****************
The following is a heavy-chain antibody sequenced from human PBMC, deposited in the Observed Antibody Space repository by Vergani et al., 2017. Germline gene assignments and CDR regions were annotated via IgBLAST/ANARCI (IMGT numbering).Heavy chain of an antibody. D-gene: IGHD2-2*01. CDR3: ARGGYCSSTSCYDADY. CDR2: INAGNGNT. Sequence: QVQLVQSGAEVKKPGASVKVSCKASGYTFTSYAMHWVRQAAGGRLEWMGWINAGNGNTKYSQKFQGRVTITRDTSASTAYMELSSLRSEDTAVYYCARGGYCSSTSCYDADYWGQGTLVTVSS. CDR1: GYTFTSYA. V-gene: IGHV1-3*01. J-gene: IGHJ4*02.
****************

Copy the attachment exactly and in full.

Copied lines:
The following is a heavy-chain antibody sequenced from human PBMC, deposited in the Observed Antibody Space repository by Vergani et al., 2017. Germline gene assignments and CDR regions were annotated via IgBLAST/ANARCI (IMGT numbering).Heavy chain of an antibody. D-gene: IGHD2-2*01. CDR3: ARGGYCSSTSCYDADY. CDR2: INAGNGNT. Sequence: QVQLVQSGAEVKKPGASVKVSCKASGYTFTSYAMHWVRQAAGGRLEWMGWINAGNGNTKYSQKFQGRVTITRDTSASTAYMELSSLRSEDTAVYYCARGGYCSSTSCYDADYWGQGTLVTVSS. CDR1: GYTFTSYA. V-gene: IGHV1-3*01. J-gene: IGHJ4*02.